{ sung.codes }

by dance2die
Blog
← Go Back

Tips on running React page with Node backend

Broken Post?Let me know

As I was learning React, I've run into a situation where I needed to use node as a backend. I found this wonderful article Create React App with an Express Backend by Dave Ceddia.

But debugging required opening two command windows; One for node server, another for webpack dev server.

  • SET PORT=3001 && node bin/www
  • SET PORT=3000 && yarn start

Can we do better?

TL;DR;

Use concurrently & nodemon

Prereq or not...

Please read Create React App with an Express Backend first on how to set up react page with node backend.

Problem

When you chain commands together with && or & (in Mac/Linux), command on the right-hand side doesn't execute until the left-hand side finishes.

Let's run following code in a command window.

SET PORT=3001 && node bin/www && SET PORT=3000 && yarn start
view raw chain with &&.cmd hosted with ❤ by GitHub

Node CLI (node bin/www)doesn't return until interrupted thus SET PORT=3000 && yarn start doesn't get a chance to run.

We need a way to run both node and yarn "concurrently".

Running node server & Webpack dev server "Concurrently"

This is where concurrently command comes into play. The NPM page describes the functionality as,

Run multiple commands concurrently

Now let's install "concurrently" globally and locally for react-backend site (not under "/client" but in the express project).

npm install -g concurrently && npm install concurrently --only=dev

Note: I installed it globally as well to run the command before adding it to "package.json" file.

concurrently accepts a variable number of arguments in quotes separated by space.

concurrently "command1 arg" "command2 arg"
view raw concurrently.cmd hosted with ❤ by GitHub

In our case, we want to run node & webpack dev server, so the command to run looks like following.

concurrently "SET PORT=3001 && node bin/www" "cd client && SET PORT=3000 && yarn start"
view raw runConcurrently.cmd hosted with ❤ by GitHub

The command line runs the node server and starts webpack dev server as shown below.

> concurrently "SET PORT=3001 && node bin/www" "cd client && SET PORT=3000 && yarn start"
yarn run v1.1.0
$ react-scripts start
[1] Starting the development server...
[1]
[1] Compiled successfully!
[1]
[1] You can now view client in the browser.
[1]
[1] Local: http://localhost:3000/
[1] On Your Network: http://10.0.75.1:3000/
[1]
[1] Note that the development build is not optimized.
[1] To create a production build, use yarn build.
[1]
[0] GET /users 304 18.276 ms - -

And if the react-scripts ran successfully as shown above, a browser will open and display the react page.

Another problem

Refreshing the browser after updating a node file would not reflect the change you made as shown below.

https://youtu.be/fpe5E-OdZb4

To monitor the change in node script changes, there are multiple options. To name a few,

I will use nodemon since it lets me add only 3 characters (yes, I am lazy... but check out other commands that suits your needs).

Watching node file change

All you need to do is to replace node with nodemon within concurrently call.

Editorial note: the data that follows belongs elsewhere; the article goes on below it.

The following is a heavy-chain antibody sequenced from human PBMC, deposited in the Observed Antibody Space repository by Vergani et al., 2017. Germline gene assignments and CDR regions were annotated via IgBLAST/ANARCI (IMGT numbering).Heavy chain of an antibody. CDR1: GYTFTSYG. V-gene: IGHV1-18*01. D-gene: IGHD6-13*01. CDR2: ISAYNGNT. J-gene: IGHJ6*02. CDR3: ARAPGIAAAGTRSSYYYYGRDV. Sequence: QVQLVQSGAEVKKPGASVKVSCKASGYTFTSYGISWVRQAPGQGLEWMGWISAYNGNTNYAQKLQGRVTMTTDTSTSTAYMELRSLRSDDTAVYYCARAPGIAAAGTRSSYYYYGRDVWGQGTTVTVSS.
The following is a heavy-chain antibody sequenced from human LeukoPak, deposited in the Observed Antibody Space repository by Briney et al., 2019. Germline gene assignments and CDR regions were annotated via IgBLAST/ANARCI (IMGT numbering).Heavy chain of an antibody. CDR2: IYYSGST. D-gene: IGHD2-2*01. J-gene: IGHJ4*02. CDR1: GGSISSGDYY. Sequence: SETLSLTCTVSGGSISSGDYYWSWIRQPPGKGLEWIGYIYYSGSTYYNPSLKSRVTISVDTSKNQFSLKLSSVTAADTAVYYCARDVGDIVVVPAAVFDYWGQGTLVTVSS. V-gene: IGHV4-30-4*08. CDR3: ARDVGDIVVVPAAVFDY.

So let's install nodemon first (I am installing it globally again to test in command window).

npm install -g nodemon && npm install nodemon --only=dev
view raw install nodemon.cmd hosted with ❤ by GitHub

Now the command becomes

# concurrently "SET PORT=3001 && node bin/www" "cd client && SET PORT=3000 && yarn start"
# to
concurrently "SET PORT=3001 && nodemon bin/www" "cd client && SET PORT=3000 && yarn start"
view raw command change.cmd hosted with ❤ by GitHub

You can see that nodemon starts monitoring and runs react-scripts to start webpack dev server.

> concurrently "SET PORT=3001 && nodemon bin/www" "cd client && SET PORT=3000 && yarn start"
[0] [nodemon] 1.12.1
[0] [nodemon] to restart at any time, enter `rs`
[0] [nodemon] watching: *.*
[0] [nodemon] starting `node bin/www`
yarn run v1.1.0
$ react-scripts start
[1] Starting the development server...
[1]
[1] Compiled successfully!
[1]
[1] You can now view client in the browser.
[1]
[1] Local: http://localhost:3000/
[1] On Your Network: http://10.0.75.1:3000/
[1]
[1] Note that the development build is not optimized.
[1] To create a production build, use yarn build.
[1]
view raw nodemonresult.cmd hosted with ❤ by GitHub

If you refresh the browser after making a change in the backend, the page will reflect the update.

https://youtu.be/Avqr8-8KCsM

Saving Private Ryan Keystrokes

Now let's get lazier and add the concurrent command to the "package.json" under express project root as startall.

(You can use a single quote around concurrently in Mac/Linux not to escape double quotes but it won't work on Windows. That was the case for ReactJS.org website so I had made a PR to make it work on Windows).

{
...
"scripts": {
...,
"startall": "concurrently \"SET PORT=3001 && node bin/www\" \"cd client && SET PORT=3000 && yarn start\""
},
"dependencies": {
...
},
"devDependencies": {
...
}
}
view raw startall.json hosted with ❤ by GitHub

Now you can run concurrently as shown below.

npm run startall
# or "yarn startall"
view raw startall.cmd hosted with ❤ by GitHub

Parting Words

I've blabbered a lot but it's basically a two-step process.

  1. Install concurrently & nodemon: npm i concurrently --dev && npm i nodemon --only=dev
  2. Start servers using `concurrently` by adding the `concurrently` command to package.json: npm run startall or yarn startall

I hope these two extra steps save you time and money.